Culture & Conversation

Friendly Opera

After months of anticipation and a week of hysterical weeping from the neighbours, we left to attend the opening of Opera da Camera’s first full production, Mozart’s The Marriage of Figaro, at the Rialto on Friday. This is not a good theatre for opera, its acoustics are as successful as Greek government and significantly less loud, but its size worked to our advantage and the evening’s wrong notes faded into a glow of joy at close range.

The singers mostly had more charisma than lungs but what was really surprising was how little that mattered. It’s something like the difference between acting for stage and for the screen; stage acting requires physical bigness—the projection of presence—but that looks hammy through a camera. It’s difficult to think of operatic parallels probably because there just aren’t many opportunities in Montreal to hear it in small halls. The Rialto let the big voices relax while keeping smaller ones to a tolerable range, a flexibility that let a varied cast play to their strengths.

Baritone Martin-Michel Boucher, sopranos Ellen Wieser and Valérie Bélanger (born to play Bette Midler in some to-be-written opera), mezzo Kathrin Welte, and even the young soprano Magali Simard-Galdès sounded capable of filling a bigger room. Boucher was a louche and greasy Count, a fantastic bit of casting, while Simard-Galdès fluttered in for Barbarina’s tragicomic cavatina, emitted a lovely sound and fled. Wieser, as the Countess, graciously held the moral high ground in the ridiculous plot and dispatched one of the more difficult vocal parts with aplomb; her tone has bite and a promising weightlessness, like a silk scarf with a razor tied to its end.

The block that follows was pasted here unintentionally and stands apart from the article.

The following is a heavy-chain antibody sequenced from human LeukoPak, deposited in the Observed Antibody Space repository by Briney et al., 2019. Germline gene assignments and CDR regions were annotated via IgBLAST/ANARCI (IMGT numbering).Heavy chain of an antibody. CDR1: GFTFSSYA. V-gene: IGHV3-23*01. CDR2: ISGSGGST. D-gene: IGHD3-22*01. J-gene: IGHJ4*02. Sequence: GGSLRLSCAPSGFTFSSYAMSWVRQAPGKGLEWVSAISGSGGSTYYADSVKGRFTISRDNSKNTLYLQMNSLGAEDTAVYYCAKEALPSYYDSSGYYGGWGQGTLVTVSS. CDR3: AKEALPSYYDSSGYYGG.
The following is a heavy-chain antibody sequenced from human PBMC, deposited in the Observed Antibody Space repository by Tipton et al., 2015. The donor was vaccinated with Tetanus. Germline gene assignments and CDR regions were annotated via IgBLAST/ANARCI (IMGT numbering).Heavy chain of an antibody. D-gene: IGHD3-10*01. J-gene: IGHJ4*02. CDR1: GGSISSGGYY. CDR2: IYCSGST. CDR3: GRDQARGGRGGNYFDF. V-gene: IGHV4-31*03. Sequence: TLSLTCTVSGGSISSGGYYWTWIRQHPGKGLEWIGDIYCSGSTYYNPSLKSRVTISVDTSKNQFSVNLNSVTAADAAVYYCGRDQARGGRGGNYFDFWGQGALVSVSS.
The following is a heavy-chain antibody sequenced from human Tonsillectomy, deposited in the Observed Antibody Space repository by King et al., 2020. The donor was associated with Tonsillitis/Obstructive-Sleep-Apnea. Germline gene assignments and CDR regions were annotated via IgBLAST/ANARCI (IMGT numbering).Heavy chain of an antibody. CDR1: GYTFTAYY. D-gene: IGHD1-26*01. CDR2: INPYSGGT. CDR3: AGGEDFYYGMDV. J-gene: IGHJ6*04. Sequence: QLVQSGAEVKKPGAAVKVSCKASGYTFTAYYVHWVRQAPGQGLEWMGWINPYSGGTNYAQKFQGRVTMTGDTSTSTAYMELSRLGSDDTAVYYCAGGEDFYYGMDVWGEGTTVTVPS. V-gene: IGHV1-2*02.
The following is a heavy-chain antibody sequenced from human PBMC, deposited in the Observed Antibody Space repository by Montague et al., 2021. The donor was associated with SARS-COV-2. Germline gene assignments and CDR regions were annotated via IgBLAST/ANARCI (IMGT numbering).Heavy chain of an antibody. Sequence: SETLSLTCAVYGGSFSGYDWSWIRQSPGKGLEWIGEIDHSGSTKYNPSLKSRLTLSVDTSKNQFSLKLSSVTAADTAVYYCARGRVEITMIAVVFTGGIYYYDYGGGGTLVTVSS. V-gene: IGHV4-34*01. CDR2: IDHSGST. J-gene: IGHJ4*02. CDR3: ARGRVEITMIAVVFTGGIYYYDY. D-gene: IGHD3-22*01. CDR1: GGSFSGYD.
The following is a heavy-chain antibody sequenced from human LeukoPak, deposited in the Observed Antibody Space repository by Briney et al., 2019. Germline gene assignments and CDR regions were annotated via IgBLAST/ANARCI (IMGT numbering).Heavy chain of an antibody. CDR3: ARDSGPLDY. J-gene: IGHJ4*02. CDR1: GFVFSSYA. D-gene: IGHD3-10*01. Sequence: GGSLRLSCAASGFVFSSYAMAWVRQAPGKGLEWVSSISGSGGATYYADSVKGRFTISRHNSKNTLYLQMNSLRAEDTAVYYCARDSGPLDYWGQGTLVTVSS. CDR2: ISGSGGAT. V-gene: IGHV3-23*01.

Bélanger was magical as Susanna, a natural actress with a creamy voice and an easy, apparent joy, and Welte’s ample talents seemed wasted on the relatively minor part of Marcellina. Since Welte is one of the co-directors of Opera da Camera and Bélanger is a guest, this could represent a rare example of management generosity. Mezzo Meagan Zantingh, on the other hand, took two acts to round out her tone as Cherubino. Was it as cold onstage as it was in the audience?

In any case, the men were weaker. Baritone Philippe Bolduc was a captivating Figaro with a stage presence like a lucky charm, but he sang like they’d just pulled him out of the alley with fresh surgery scars. His “Aprite un po’ quegli occhi” in the Third Act was half gasp; thin stuff.  Baritone Simon Charette and especially tenor Jeffery Boyd (to an Italian coach pronto, pigrone) covered four roles unremarkably, but still with pleasure.

Five musicians lead by Christopher Hossfeld replaced an entire orchestra with a bumpy liveliness. Some early ensemble parts were problematic, and I wonder how much this was because Hossfeld’s cramped position in the corner of the stage (there’s no pit) where he was out of the singer’s sight. Director Andrew Cuk’s staging was unobtrusive and its only addition was a cute introduction and exit ploy that I won’t ruin by describing. Most of the attention was on Rachel Germinario’s costumes and the creatures wearing them.

A small company in a small hall has a magical opportunity to connect with the audience; our affection comes easily if they don’t get between us and a singer in love with their part, and imperfections that would be intolerable on a bigger stage fall away. This Figaro is a delight. May we have many more like it.

Le Nozze Di Figaro, by Opera Da Camera, at the Rialto Theatre
February 22, 23, 24, 7:30 pm.
For more information go here.

 

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